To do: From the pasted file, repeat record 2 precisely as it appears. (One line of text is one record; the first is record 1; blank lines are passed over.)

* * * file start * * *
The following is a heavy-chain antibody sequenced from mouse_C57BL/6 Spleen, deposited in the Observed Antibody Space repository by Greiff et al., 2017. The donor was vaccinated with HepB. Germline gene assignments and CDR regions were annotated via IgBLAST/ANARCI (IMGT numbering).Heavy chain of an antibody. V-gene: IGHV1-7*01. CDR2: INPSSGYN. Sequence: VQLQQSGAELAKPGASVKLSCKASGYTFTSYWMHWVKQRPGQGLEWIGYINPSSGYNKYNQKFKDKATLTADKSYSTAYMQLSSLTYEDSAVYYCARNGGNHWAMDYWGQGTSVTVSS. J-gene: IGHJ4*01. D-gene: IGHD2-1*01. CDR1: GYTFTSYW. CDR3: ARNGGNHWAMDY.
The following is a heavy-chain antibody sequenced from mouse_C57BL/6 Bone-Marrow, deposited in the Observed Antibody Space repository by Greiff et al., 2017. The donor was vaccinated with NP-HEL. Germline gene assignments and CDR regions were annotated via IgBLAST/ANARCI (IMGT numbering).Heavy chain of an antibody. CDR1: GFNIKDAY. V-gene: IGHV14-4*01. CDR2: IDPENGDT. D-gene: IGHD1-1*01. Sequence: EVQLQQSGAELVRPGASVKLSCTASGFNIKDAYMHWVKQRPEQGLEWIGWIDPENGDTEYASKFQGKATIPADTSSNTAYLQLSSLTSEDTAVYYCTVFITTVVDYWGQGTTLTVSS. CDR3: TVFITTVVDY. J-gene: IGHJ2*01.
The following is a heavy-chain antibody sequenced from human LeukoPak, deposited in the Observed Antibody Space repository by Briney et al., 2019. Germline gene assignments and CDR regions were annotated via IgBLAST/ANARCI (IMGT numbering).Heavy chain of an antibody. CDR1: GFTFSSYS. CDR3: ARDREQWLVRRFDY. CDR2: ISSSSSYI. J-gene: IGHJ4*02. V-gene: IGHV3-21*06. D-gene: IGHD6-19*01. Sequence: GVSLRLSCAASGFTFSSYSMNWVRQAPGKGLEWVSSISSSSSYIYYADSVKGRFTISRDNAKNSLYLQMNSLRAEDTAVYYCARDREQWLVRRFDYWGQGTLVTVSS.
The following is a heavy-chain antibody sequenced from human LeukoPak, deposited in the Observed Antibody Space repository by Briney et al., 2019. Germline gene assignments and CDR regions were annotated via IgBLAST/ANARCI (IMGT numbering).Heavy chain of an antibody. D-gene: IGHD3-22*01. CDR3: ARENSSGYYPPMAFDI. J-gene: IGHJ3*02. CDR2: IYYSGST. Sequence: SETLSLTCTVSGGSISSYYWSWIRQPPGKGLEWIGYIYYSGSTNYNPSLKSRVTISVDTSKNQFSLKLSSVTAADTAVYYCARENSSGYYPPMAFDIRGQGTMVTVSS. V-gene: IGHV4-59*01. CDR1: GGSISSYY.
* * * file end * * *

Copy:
The following is a heavy-chain antibody sequenced from mouse_C57BL/6 Bone-Marrow, deposited in the Observed Antibody Space repository by Greiff et al., 2017. The donor was vaccinated with NP-HEL. Germline gene assignments and CDR regions were annotated via IgBLAST/ANARCI (IMGT numbering).Heavy chain of an antibody. CDR1: GFNIKDAY. V-gene: IGHV14-4*01. CDR2: IDPENGDT. D-gene: IGHD1-1*01. Sequence: EVQLQQSGAELVRPGASVKLSCTASGFNIKDAYMHWVKQRPEQGLEWIGWIDPENGDTEYASKFQGKATIPADTSSNTAYLQLSSLTSEDTAVYYCTVFITTVVDYWGQGTTLTVSS. CDR3: TVFITTVVDY. J-gene: IGHJ2*01.